Q: Regarding Youth: We have a lot of students who want to do their 40 hours. I'm always wondering at the usefulness of having them to Criminal Record Checks if none of the offences can be disclosed.

A: The vulnerable piece isn't applicable because they won't have any pardoned sex offences - they won't have met the timeframes. So a PIC (level 2) might be best.

Q: For people who've been in Canada less than 5 years, do they qualify for a records check?

A: Yes, but we can only check in Canada - we can't look at their records outside of Canada, so keep that in mind.

Q: For people coming to volunteer who live in other parts of Canada - where do they go for the check?

A: Normally you would go in the jurisdiction in which you currently reside. So if they are coming from Alberta, they should do the check in Alberta (AB).

Q:  Is it the same timeframe to get a PIC (Level 2) done as for the current (Criminal Record) CR?

A: Yes, same day service for both Level 1 and Level 2.

Q: You've mentioned if someone gets a hit - do they get a print out of that?

A: No, they won't get a description of what they were convicted for.

Q: With the Level 3 check, is there a time limit on how far you're going back?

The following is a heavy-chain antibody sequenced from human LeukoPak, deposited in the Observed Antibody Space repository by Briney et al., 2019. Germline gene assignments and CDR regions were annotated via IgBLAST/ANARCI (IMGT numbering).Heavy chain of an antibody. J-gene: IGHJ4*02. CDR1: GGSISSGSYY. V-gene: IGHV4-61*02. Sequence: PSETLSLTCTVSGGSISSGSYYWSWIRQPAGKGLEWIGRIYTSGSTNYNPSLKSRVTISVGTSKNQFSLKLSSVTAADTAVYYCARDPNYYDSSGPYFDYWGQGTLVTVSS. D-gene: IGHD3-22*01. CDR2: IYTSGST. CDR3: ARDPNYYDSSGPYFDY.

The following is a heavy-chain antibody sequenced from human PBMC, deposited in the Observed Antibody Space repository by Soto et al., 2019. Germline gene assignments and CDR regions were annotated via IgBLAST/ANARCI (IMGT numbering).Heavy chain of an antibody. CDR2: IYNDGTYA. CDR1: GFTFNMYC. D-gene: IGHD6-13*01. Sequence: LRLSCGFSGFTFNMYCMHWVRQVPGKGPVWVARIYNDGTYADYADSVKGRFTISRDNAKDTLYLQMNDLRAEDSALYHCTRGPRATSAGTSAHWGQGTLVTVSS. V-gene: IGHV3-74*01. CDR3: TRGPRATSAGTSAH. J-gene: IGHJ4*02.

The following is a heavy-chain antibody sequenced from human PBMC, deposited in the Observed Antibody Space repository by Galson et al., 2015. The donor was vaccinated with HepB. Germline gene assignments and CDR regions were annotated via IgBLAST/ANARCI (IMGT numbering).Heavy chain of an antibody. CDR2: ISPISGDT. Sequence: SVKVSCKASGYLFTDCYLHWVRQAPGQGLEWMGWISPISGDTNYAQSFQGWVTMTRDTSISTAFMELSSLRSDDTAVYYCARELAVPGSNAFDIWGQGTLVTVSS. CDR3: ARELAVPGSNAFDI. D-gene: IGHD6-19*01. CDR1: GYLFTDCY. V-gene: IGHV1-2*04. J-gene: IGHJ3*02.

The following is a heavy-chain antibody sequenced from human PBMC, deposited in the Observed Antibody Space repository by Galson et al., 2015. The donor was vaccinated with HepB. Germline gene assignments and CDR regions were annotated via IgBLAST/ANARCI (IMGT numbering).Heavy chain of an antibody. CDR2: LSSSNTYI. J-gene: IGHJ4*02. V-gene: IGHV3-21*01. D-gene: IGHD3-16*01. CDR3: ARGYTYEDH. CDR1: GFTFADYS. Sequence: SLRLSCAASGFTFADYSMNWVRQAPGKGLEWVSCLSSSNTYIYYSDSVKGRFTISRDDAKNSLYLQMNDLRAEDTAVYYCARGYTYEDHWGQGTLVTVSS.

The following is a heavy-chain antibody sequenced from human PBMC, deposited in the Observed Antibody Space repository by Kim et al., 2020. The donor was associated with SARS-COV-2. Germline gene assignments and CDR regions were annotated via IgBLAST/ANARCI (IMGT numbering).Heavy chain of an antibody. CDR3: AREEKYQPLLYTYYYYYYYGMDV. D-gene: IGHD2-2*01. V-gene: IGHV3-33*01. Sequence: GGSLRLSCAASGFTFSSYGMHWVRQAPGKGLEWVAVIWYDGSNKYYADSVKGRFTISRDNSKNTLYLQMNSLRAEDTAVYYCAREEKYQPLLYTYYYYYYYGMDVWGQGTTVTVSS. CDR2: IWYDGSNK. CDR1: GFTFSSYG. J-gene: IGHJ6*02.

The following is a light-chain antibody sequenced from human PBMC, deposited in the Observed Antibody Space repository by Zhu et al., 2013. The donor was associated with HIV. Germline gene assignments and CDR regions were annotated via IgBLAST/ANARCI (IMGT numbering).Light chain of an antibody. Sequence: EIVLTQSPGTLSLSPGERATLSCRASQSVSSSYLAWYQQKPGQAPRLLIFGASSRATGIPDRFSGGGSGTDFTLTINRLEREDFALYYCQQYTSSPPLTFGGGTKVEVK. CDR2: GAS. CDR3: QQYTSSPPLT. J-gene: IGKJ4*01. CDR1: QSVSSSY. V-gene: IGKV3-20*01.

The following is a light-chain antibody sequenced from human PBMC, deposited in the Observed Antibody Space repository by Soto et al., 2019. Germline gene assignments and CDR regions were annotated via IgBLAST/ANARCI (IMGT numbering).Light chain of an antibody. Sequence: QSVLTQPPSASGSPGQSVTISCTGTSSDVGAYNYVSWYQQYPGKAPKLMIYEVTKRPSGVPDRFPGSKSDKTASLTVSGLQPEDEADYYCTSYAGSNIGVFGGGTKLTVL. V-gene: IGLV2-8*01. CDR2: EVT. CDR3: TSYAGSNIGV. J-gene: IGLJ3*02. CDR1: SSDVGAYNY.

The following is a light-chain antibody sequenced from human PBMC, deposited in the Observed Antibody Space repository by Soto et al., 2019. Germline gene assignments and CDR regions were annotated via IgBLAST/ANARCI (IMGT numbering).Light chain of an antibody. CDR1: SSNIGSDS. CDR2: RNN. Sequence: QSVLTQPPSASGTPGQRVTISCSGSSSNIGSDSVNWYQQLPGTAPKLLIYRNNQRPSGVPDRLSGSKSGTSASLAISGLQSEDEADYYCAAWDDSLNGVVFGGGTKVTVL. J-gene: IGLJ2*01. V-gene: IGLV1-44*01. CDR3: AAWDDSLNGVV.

A: Yes, 5 years.

Q: For Drinking & Driving charges, just confirming they do not show up on non-convictions if there isn't a conviction.

A: Correct.

Q: We have programs of youth mentoring youth. Now I'm seeing the (Police Vulnerable Sector Check) PVSC is not applying to youth - that was what we asked for.

A: It used to, but now the local records are not disclosed. So now the most useful check for you is likely level 2.

Q: Now the 2014 LEARN Guidelines will trump. So no matter what other police services disclose to you, you will only disclose information to us according to the LEARN Guidelines?

A: Yes, correct.

Q: Are criminal charges not federal? So if someone was convicted in Saskatchewan that would show up?

A: Yes, that is correct.